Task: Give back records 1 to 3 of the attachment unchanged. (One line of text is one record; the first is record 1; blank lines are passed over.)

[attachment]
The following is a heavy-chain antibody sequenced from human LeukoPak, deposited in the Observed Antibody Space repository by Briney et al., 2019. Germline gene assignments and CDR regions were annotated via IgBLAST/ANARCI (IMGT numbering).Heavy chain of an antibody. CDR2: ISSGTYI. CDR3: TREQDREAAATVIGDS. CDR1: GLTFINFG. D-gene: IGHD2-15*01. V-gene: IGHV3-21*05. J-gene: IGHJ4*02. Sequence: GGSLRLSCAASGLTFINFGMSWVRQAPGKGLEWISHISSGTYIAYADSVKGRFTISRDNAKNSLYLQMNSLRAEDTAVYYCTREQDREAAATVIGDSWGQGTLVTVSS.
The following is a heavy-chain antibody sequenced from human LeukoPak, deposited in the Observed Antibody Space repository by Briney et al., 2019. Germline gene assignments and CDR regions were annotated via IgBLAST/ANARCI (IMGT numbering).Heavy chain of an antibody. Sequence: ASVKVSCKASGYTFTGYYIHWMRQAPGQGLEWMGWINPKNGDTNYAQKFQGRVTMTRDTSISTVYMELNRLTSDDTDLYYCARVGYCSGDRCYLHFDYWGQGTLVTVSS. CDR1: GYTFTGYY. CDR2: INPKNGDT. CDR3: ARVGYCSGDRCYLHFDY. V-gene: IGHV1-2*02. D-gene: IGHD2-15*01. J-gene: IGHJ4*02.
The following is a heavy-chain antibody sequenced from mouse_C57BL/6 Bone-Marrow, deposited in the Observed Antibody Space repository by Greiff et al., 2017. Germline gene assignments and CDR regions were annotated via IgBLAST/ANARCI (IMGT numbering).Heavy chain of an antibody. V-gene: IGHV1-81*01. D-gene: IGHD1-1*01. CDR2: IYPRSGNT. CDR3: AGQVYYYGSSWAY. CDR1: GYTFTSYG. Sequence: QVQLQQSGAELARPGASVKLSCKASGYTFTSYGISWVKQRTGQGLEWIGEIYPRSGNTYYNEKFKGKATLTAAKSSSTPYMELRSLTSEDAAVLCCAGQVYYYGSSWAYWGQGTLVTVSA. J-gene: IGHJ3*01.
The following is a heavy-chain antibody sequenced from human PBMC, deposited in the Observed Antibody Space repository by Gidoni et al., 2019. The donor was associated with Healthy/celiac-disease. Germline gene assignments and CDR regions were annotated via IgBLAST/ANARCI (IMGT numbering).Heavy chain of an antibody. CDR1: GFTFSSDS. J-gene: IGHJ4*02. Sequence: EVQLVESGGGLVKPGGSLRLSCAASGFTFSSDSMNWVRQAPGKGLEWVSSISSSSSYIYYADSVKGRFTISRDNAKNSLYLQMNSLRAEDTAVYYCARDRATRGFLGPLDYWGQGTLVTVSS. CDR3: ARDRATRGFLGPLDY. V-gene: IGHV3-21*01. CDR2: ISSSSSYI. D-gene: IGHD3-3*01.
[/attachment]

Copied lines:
The following is a heavy-chain antibody sequenced from human LeukoPak, deposited in the Observed Antibody Space repository by Briney et al., 2019. Germline gene assignments and CDR regions were annotated via IgBLAST/ANARCI (IMGT numbering).Heavy chain of an antibody. CDR2: ISSGTYI. CDR3: TREQDREAAATVIGDS. CDR1: GLTFINFG. D-gene: IGHD2-15*01. V-gene: IGHV3-21*05. J-gene: IGHJ4*02. Sequence: GGSLRLSCAASGLTFINFGMSWVRQAPGKGLEWISHISSGTYIAYADSVKGRFTISRDNAKNSLYLQMNSLRAEDTAVYYCTREQDREAAATVIGDSWGQGTLVTVSS.
The following is a heavy-chain antibody sequenced from human LeukoPak, deposited in the Observed Antibody Space repository by Briney et al., 2019. Germline gene assignments and CDR regions were annotated via IgBLAST/ANARCI (IMGT numbering).Heavy chain of an antibody. Sequence: ASVKVSCKASGYTFTGYYIHWMRQAPGQGLEWMGWINPKNGDTNYAQKFQGRVTMTRDTSISTVYMELNRLTSDDTDLYYCARVGYCSGDRCYLHFDYWGQGTLVTVSS. CDR1: GYTFTGYY. CDR2: INPKNGDT. CDR3: ARVGYCSGDRCYLHFDY. V-gene: IGHV1-2*02. D-gene: IGHD2-15*01. J-gene: IGHJ4*02.
The following is a heavy-chain antibody sequenced from mouse_C57BL/6 Bone-Marrow, deposited in the Observed Antibody Space repository by Greiff et al., 2017. Germline gene assignments and CDR regions were annotated via IgBLAST/ANARCI (IMGT numbering).Heavy chain of an antibody. V-gene: IGHV1-81*01. D-gene: IGHD1-1*01. CDR2: IYPRSGNT. CDR3: AGQVYYYGSSWAY. CDR1: GYTFTSYG. Sequence: QVQLQQSGAELARPGASVKLSCKASGYTFTSYGISWVKQRTGQGLEWIGEIYPRSGNTYYNEKFKGKATLTAAKSSSTPYMELRSLTSEDAAVLCCAGQVYYYGSSWAYWGQGTLVTVSA. J-gene: IGHJ3*01.